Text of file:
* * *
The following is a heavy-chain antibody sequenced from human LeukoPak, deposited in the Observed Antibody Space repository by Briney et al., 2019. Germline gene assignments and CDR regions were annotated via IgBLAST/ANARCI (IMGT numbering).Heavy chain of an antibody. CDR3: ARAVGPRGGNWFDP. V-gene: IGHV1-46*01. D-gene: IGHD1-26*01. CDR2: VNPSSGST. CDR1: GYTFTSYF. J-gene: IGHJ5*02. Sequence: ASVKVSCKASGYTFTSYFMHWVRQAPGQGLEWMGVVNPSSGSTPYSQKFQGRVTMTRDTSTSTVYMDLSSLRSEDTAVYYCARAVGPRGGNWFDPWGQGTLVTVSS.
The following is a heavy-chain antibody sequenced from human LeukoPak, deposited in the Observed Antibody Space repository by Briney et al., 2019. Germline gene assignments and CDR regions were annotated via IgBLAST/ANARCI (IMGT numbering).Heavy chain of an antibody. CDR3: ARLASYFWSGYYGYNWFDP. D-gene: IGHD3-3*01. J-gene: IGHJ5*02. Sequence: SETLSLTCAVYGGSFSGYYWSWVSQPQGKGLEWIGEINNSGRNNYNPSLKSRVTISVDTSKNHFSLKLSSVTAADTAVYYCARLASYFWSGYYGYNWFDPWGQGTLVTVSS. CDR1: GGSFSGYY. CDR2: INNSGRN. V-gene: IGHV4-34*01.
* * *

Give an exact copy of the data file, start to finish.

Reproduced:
The following is a heavy-chain antibody sequenced from human LeukoPak, deposited in the Observed Antibody Space repository by Briney et al., 2019. Germline gene assignments and CDR regions were annotated via IgBLAST/ANARCI (IMGT numbering).Heavy chain of an antibody. CDR3: ARAVGPRGGNWFDP. V-gene: IGHV1-46*01. D-gene: IGHD1-26*01. CDR2: VNPSSGST. CDR1: GYTFTSYF. J-gene: IGHJ5*02. Sequence: ASVKVSCKASGYTFTSYFMHWVRQAPGQGLEWMGVVNPSSGSTPYSQKFQGRVTMTRDTSTSTVYMDLSSLRSEDTAVYYCARAVGPRGGNWFDPWGQGTLVTVSS.
The following is a heavy-chain antibody sequenced from human LeukoPak, deposited in the Observed Antibody Space repository by Briney et al., 2019. Germline gene assignments and CDR regions were annotated via IgBLAST/ANARCI (IMGT numbering).Heavy chain of an antibody. CDR3: ARLASYFWSGYYGYNWFDP. D-gene: IGHD3-3*01. J-gene: IGHJ5*02. Sequence: SETLSLTCAVYGGSFSGYYWSWVSQPQGKGLEWIGEINNSGRNNYNPSLKSRVTISVDTSKNHFSLKLSSVTAADTAVYYCARLASYFWSGYYGYNWFDPWGQGTLVTVSS. CDR1: GGSFSGYY. CDR2: INNSGRN. V-gene: IGHV4-34*01.